Cutting Scope

You imagine a new feature. You spend weeks designing it. You are very careful to limit the scope to the bare minimum. You prepare a detailed specification. You show the specification to engineers. Shock! According to engineers it will take 430 man-days to implement the feature you thought required not more than a man-month or two of work! The first reaction is to curse engineers, of course, and to question their judgement. But decades of experience tells you engineers are never pessimists, so questioning their judgement has never turned out as a good idea. We can't afford to invest 2 man-years into this particular functionality, so what now. Scraping the functionality altogether or...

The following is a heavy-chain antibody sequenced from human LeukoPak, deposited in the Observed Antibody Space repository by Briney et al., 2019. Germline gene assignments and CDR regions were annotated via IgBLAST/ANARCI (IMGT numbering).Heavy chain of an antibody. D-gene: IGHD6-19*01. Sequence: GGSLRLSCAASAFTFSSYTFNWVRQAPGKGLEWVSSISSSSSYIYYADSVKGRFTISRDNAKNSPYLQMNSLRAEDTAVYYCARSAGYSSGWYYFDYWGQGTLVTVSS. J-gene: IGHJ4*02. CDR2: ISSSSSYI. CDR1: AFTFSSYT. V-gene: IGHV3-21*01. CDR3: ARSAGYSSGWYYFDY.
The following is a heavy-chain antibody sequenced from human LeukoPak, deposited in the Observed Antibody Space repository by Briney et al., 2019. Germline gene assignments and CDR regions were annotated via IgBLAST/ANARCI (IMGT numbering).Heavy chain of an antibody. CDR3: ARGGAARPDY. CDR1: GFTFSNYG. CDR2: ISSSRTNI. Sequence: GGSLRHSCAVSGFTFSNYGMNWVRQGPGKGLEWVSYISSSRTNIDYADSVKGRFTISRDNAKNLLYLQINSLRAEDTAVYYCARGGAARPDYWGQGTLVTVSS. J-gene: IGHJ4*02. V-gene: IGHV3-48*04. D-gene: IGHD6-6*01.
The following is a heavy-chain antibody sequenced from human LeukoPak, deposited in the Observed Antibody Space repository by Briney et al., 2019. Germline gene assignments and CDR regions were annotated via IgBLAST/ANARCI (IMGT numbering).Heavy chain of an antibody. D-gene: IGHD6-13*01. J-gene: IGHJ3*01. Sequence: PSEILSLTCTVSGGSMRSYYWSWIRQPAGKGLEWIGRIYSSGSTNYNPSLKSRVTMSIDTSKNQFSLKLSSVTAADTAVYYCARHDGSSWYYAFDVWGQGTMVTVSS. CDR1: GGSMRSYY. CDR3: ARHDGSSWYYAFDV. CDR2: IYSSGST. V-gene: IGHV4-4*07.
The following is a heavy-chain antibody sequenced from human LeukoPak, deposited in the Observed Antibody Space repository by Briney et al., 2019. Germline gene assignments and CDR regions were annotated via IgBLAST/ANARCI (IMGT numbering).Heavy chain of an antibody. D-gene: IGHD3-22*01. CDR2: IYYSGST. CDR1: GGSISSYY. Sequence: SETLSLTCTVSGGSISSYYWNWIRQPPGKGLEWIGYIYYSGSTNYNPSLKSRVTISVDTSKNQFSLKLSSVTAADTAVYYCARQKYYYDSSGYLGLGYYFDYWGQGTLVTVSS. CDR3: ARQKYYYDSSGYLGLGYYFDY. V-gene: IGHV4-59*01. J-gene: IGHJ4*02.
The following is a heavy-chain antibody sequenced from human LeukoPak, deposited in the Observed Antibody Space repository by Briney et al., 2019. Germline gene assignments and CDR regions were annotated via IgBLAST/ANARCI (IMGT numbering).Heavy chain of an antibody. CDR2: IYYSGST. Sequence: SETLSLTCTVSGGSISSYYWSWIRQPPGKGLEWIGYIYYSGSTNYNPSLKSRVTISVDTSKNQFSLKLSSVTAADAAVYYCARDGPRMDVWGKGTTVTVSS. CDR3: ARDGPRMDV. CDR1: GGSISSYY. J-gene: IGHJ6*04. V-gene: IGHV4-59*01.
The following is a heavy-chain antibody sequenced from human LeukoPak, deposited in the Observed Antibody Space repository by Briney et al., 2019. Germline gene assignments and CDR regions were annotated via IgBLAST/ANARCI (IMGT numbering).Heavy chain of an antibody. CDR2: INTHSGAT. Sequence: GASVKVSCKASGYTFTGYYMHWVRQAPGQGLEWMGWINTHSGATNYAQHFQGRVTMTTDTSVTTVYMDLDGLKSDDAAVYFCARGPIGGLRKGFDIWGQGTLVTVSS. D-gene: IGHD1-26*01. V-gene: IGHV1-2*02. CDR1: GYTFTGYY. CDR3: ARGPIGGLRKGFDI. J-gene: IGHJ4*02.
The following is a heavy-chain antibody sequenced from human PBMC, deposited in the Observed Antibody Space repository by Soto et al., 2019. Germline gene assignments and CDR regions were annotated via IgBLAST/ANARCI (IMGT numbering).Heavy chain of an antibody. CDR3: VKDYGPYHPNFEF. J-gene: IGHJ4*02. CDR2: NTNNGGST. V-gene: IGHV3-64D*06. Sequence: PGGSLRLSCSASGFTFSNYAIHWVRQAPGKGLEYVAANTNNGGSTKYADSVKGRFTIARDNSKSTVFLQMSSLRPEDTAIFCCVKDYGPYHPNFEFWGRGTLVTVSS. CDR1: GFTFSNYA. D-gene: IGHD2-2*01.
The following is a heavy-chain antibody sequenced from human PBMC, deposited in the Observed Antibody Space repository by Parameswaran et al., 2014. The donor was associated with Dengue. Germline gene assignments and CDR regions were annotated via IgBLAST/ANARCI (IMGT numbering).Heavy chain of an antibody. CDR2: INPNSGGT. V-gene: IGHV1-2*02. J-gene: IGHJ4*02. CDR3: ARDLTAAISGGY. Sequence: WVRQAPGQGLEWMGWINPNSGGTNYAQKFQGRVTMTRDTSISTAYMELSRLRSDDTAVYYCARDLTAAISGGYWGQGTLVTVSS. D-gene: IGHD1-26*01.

...start cutting the scope. The first iteration of cutting non-essential functionality brings us to 200 man-days. Much better but still far cry from 50 man-days we've hoped initially to spend on this functionality. Second round of cutting - 130 days. Not there yet, but making progress. Third round of cutting - 80 days. Ok. It seems will have to add another engineer to the team but at least the situation doesn't look hopeless anymore. And looking at the trimmed down list of functionalities, the effort estimates don't look unrealistic anymore. Maybe engineers were right and product managers weren't as successful in cutting down scope as we initially thought.

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